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I'm trying to get all substrings matched with a multiplier:

$list = '1,2,3,4';
preg_match_all('|\d+(,\d+)*|', $list, $matches);
print_r($matches);

This example returns, as expected, the last match in [1]:

Array
(
    [0] => Array
        (
            [0] => 1,2,3,4
        )

    [1] => Array
        (
            [0] => ,4
        )

)

However, I would like to get all strings matched by (,\d+), to get something like:

Array
(
    [0] => ,2
    [1] => ,3
    [2] => ,4
)

Is there a way to do this with a single function such as preg_match_all()?

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2  
Different language, but same answer as stackoverflow.com/questions/6571106 : you can't, but you can easily split by ,. –  Kobi Jul 5 '11 at 8:40
    
@Kobi: thank you for the link. From what they say, there are solutions in some languages, any hope for PHP or is it a definitive answer? –  Benjamin Jul 5 '11 at 8:50
    
[0] => ,2 is not possible with PHP. is ,2 a string or is it a number? –  Oltarus Jul 5 '11 at 8:51
1  
No. As far as I know, PHP has no support for captures of the same group, if you do insist on a whole-regex solution. –  Kobi Jul 5 '11 at 8:52
1  
Thank you Kobi. If you had an answer, I would accept it :-) –  Benjamin Jul 5 '11 at 9:08

7 Answers 7

up vote 3 down vote accepted

According to Kobi (see comments above):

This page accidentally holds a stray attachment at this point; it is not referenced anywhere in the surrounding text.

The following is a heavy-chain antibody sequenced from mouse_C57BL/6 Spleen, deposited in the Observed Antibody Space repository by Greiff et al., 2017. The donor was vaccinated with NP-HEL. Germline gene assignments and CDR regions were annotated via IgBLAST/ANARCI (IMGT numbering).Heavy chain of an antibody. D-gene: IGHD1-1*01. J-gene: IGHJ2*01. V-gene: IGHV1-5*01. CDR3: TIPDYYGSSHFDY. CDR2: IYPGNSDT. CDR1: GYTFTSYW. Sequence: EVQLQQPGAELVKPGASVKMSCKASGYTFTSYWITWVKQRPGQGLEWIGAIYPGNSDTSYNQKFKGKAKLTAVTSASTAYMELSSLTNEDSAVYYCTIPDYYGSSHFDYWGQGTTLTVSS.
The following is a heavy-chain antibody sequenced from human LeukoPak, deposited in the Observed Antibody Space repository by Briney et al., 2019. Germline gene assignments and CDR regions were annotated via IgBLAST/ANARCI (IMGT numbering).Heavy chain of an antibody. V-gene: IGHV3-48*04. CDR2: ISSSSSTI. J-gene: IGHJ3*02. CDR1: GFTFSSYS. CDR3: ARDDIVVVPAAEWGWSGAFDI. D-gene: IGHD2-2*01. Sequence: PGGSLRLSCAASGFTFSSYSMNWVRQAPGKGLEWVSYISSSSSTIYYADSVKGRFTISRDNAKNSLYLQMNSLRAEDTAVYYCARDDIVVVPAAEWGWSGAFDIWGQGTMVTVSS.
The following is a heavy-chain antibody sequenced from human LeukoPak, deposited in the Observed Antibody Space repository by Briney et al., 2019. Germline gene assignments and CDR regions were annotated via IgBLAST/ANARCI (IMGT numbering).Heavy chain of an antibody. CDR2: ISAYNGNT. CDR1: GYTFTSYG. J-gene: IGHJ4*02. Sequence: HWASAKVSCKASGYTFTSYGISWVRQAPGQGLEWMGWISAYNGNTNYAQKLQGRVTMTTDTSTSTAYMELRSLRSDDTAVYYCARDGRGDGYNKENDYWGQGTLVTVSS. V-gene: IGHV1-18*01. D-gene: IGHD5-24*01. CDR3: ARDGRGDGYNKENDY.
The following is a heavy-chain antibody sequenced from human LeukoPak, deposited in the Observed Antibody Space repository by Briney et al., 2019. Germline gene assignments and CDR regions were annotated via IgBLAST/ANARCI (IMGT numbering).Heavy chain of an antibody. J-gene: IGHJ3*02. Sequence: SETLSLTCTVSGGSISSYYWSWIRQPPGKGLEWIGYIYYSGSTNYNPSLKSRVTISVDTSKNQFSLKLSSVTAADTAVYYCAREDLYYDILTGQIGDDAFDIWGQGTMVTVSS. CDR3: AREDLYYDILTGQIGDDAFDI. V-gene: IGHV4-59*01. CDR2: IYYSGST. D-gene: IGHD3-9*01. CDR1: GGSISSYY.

PHP has no support for captures of the same group

Therefore this question has no solution.

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Why not just:

$ar = explode(',', $list);
print_r($ar);
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The example above is a simplification, the regexp is actually more complicated than that. I know how to do it the verbose way, I'm just curious to know whether there is a shorter path to the solution. –  Benjamin Jul 5 '11 at 9:06
    
WOW. good solution in some cases, when regex is not needed. –  tazo todua Feb 28 at 9:11

You can't, use a split on , (as Kobi said).

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Splitting is only an option when the character to split isn't used in the patterns to match itself. I had a situation where a badly formatted comma separated line has to be parsed into any of a number of known options.

i.e. options '1,2', '2', '2,3' subject '1,2,3'.

Splitting on ',' will result in '1', '2', and '3'; only one ('2') of which is a valid match, this happens because the separator is also part of the options.

The naïve regex would be something like '~^(1,2|2|2,3)(?:,(1,2|2|2,3))*$~i', but this runs into the problem of same-group captures.

My "solution" was to just expand the regex to match the maximum number of matches possible: '~^(1,2|2|2,3)(?:,(1,2|2|2,3))?(?:,(1,2|2|2,3))?$~i' (if more options were available, just repeat the '(?:,(1,2|2|2,3))?' bit. This does result in empty string results for "unused" matches.

It's not the cleanest solution, but works when you have to deal with badly formatted input data.

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From http://www.php.net/manual/en/regexp.reference.repetition.php :

When a capturing subpattern is repeated, the value captured is the substring that matched the final iteration.

Also similar thread:

How to get all captures of subgroup matches with preg_match_all()?

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How about:

$list = '1,2,3,4';
preg_match_all('|(?<=\d),\d+|', $list, $matches);
print_r($matches);

output:

Array
(
    [0] => Array
        (
            [0] => ,2
            [1] => ,3
            [2] => ,4
        )
)
share|improve this answer
preg_match_all('/(\d+)/', $list, $matches);
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